Indonesia is lacking forensic psychology experts amidst the need of them in court proceedings related to crime, corruption and terrorism cases.
Chairperson of Forensic Psychology Association (APSIFOR), Dra. Reni Kusumowardhani, M.Psi, Psikolog, said the number of existing 300 members of the Association was far below the number of cases to be handled, for example for terrorism alone the case was 200.
“We recommend around 200 people suspected in act of terrorism, whether they have high radicalism level or not to be given deradicalisation treatment or imprisonment,” Reni told journalists on the sidelines of a workshop, Assessment of Forensic Psychology in Practice, organised by Faculty of Psychology UGM in cooperation with APSIFOR at the Faculty on Tuesday (29/1).
Reni said apart from terrorism cases, they were requested for help in terms of forensic psychology analysis for alleged and suspected people in corruption cases with at least 50 cases had been handled since 2010. She said some analysis and recommendation of the forensic psychology experts had become a reference for judges in issuing a verdict. She added the Association also dealt with murder, abuse or rape cases. Appreciating the Police and prosecutor’s request for their assistance, she acknowledged, however, the limited number of experts in dealing with those cases.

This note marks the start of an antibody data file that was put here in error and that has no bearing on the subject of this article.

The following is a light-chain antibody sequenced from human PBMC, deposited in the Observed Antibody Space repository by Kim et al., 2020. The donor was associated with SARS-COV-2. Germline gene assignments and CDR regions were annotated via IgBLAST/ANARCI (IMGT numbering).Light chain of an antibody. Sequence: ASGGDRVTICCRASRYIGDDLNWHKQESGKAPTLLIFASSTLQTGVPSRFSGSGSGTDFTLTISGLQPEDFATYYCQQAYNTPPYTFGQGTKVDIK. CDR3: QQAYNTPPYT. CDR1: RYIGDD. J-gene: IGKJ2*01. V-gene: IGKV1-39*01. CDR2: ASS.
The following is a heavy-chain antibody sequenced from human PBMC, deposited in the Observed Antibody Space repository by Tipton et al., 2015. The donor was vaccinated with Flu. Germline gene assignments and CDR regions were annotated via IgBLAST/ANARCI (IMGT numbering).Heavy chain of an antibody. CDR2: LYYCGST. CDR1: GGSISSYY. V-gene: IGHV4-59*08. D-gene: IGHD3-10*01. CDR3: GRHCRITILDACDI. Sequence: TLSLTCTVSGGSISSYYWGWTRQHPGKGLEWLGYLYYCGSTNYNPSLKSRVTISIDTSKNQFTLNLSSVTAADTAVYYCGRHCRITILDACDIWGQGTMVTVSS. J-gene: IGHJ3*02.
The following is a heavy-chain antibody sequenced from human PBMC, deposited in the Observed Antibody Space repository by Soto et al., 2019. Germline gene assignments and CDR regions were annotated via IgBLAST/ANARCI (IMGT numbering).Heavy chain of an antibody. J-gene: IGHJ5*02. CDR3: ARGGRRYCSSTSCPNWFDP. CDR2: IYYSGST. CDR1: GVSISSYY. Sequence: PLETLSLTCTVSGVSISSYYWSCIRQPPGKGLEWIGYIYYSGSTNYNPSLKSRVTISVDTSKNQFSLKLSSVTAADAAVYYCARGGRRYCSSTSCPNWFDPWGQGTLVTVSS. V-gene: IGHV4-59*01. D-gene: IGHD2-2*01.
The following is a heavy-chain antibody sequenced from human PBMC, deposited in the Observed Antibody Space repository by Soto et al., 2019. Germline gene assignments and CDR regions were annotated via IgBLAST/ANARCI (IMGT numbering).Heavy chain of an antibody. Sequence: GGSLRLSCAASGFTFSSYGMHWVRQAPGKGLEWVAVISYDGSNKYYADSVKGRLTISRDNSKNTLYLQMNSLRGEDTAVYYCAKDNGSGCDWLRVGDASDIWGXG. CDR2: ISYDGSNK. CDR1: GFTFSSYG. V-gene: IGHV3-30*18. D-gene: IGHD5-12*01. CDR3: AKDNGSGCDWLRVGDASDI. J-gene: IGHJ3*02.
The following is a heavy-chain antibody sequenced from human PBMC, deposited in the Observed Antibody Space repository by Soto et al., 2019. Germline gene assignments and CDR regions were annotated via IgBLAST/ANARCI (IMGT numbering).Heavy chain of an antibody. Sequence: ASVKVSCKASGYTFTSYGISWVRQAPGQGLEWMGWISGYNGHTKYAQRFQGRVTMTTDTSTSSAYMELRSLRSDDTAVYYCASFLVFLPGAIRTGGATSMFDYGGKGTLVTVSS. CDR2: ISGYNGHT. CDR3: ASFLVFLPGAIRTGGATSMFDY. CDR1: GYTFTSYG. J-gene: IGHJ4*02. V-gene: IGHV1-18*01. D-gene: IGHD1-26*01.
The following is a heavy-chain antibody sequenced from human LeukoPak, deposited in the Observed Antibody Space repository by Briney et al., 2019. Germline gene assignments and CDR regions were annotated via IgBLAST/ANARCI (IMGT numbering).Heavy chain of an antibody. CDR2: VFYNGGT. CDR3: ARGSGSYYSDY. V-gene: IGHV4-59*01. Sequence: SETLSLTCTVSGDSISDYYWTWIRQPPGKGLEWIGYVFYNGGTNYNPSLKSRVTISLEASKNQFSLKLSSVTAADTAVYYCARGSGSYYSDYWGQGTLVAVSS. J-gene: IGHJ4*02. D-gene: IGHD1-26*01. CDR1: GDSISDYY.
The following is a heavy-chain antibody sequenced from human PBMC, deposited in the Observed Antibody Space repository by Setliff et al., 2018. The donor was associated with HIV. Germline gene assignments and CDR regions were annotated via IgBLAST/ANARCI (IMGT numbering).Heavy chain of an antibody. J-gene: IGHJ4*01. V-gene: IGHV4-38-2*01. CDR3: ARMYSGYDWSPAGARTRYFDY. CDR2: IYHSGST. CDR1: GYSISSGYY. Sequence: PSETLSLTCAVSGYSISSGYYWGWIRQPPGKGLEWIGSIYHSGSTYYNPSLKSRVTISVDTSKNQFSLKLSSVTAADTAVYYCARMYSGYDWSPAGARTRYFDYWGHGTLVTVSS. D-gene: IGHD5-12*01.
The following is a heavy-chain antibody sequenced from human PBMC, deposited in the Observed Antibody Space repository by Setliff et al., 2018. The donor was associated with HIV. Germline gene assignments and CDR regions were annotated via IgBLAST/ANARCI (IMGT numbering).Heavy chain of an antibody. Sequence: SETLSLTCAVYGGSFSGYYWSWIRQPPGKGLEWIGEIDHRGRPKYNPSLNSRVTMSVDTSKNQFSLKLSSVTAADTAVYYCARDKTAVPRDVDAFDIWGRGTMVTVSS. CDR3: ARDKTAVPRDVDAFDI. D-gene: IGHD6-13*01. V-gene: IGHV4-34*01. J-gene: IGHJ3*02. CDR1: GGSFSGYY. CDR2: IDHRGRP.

Reni said this was caused by the unavailability of a formal education for forensic psychology. According to Reni, up to now the members of the Association are psychologists that have been certified by the National Professional Certification Agency. “Despite no formal education, this isn’t a problem as long as the professional code of ethics are prioritised and competence test and training are conducted,” she said.
Forensic psychologist from Maastrich University, Prof. Corine De Ruiter, Ph.D., said forensic psychology area was a new profession in the world. Around the world it is not easy to place the profession among others that are considered important in legal cases settlement.
Corine said currently recommendation from forensic psychology became the consideration of the judges before issuing a verdict. “The role and recommendation of forensic psychology experts is heard and become an input for the judges,” said Corine.
Acknowledging her lack of information of forensic psychology development in Indonesia, Corine appreciates the Indonesian Association that had started to play a role in each of trials and their recommendation was heard by the judges. To get a legal umbrella and formal education for this profession, she said, was much required by this profession in the future.